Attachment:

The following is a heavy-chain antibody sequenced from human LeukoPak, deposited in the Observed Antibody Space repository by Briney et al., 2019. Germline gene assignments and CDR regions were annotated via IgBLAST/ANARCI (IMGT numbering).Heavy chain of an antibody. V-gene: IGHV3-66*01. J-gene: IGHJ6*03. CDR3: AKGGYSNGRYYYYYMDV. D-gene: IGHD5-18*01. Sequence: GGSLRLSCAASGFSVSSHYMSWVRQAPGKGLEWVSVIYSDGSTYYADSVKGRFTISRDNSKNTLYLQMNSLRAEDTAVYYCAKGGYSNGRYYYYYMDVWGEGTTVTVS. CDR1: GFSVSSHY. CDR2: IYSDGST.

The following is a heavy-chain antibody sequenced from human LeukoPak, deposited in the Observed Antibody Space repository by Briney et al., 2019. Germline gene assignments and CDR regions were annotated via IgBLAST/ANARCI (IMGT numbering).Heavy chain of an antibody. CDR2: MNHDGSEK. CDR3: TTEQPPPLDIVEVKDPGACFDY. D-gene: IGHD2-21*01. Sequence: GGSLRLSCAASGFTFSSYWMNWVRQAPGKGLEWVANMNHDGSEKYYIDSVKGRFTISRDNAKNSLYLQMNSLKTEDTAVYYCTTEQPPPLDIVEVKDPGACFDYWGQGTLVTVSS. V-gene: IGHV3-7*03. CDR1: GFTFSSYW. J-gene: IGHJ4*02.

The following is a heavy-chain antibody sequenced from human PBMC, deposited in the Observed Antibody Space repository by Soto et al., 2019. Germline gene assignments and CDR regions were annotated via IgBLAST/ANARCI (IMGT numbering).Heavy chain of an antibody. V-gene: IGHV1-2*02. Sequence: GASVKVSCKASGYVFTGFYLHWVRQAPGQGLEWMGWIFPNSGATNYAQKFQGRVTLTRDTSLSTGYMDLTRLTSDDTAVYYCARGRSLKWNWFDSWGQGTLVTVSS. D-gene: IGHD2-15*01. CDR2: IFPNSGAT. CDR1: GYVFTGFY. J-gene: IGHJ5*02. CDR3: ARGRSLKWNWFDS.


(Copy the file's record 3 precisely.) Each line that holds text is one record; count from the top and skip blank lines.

The following is a heavy-chain antibody sequenced from human PBMC, deposited in the Observed Antibody Space repository by Soto et al., 2019. Germline gene assignments and CDR regions were annotated via IgBLAST/ANARCI (IMGT numbering).Heavy chain of an antibody. V-gene: IGHV1-2*02. Sequence: GASVKVSCKASGYVFTGFYLHWVRQAPGQGLEWMGWIFPNSGATNYAQKFQGRVTLTRDTSLSTGYMDLTRLTSDDTAVYYCARGRSLKWNWFDSWGQGTLVTVSS. D-gene: IGHD2-15*01. CDR2: IFPNSGAT. CDR1: GYVFTGFY. J-gene: IGHJ5*02. CDR3: ARGRSLKWNWFDS.